Overall, I believe these are excellent suggestions, evoking reactions ranging from “It’s ridiculous that France hasn’t fixed this earlier,” to “That’s a truly original idea that just might work.”

For example, FD underscores a legitimate problem of how France’s narrow definition of innovation hinders economic success stories like Facebook, LinkedIn, and Netflix. Are these companies innovative ? Most of the world would argue resoundingly that they are. But by France’s current definition of what constitutes an innovative company, which requires a minimum 15% op.ex spend on R&D, these companies do not qualify. Idem for Instagram, Pinterest, Etsy, and even Twitter.

Maintaining policy that over-emphasizes the importance of R&D to the detriment of web service ventures is not only embarrassing, it can be dangerous. The fact of the matter is that the world has changed. With the accessibility of open source components, APIs, and cloud services, it’s cheaper than ever before to start a software or digital media company. The real innovation, and ultimately, capital requirements, come from identifying new markets and designing solutions for them.

Restricting subsidies to engineering effort implicitly undervalues notions like product conception, design, user experience, and marketing — qualities which distinguish the winners in the new paradigm. Even worse, it perpetuates the errant yet pervasive view that innovation is “technology-driven” rather than market-driven. By subsidizing the process of over-engineering a product until it’s perfect and only later seeking a market for it will all but ensure the absence of innovation. Redefining innovation more accurately, as per FD’s first suggestion, with the corresponding re-alignment of subsidies, is thus a no-brainer.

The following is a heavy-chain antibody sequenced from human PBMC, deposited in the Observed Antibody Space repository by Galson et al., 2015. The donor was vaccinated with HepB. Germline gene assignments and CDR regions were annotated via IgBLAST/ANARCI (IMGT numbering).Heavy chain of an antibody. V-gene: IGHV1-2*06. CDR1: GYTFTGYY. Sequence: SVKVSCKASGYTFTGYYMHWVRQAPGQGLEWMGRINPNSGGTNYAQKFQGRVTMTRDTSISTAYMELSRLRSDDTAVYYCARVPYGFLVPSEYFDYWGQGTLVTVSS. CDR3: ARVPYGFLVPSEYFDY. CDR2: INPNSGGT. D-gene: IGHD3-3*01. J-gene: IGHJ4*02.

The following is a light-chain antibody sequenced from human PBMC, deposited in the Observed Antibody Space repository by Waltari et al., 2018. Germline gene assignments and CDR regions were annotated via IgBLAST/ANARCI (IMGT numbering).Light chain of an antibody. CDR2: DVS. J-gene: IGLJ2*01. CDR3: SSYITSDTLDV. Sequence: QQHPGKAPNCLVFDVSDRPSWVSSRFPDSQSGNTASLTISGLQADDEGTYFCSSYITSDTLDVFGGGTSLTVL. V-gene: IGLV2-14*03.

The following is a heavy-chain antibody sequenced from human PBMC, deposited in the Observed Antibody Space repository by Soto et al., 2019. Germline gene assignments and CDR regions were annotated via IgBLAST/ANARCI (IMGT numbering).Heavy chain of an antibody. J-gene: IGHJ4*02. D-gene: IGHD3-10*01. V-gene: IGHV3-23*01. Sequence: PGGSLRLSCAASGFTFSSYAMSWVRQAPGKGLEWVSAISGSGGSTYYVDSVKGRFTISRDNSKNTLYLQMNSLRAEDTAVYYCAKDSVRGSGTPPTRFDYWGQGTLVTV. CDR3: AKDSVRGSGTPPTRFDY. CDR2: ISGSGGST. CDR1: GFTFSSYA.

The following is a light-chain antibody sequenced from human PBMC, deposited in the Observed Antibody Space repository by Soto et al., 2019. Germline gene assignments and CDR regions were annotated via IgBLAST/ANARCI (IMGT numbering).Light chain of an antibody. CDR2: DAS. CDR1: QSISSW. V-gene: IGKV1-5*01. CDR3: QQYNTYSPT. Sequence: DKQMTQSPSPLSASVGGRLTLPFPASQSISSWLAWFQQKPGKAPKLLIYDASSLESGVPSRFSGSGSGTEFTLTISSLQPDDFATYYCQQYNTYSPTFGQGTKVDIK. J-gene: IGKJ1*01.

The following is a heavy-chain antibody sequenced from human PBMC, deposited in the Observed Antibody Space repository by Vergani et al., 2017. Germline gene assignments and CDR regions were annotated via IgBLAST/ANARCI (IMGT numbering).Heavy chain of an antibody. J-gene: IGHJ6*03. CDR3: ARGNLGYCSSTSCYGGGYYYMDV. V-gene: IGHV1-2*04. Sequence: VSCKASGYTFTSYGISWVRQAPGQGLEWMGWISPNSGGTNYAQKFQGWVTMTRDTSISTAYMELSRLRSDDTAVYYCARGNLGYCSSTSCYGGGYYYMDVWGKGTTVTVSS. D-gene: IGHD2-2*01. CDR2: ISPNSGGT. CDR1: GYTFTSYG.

On the truly original end of the spectrum, FD’s suggestion to require large enterprises to invest 20% of their R&D tax credit subsidies (CIR) into venture capital funds (measure #3) could kill several birds with one stone. First, with the right parameters, it would ensure these subsidies are subsequently directed toward the most innovative opportunities in the market (far more efficiently than happens currently). Secondly, it would address the challenge facing French VCs in raising new funds from institutions that are hampered by Bâle 3 and Solvency II regulations. And perhaps most politically palatable of all, it wouldn’t cost anything extra to the government budget.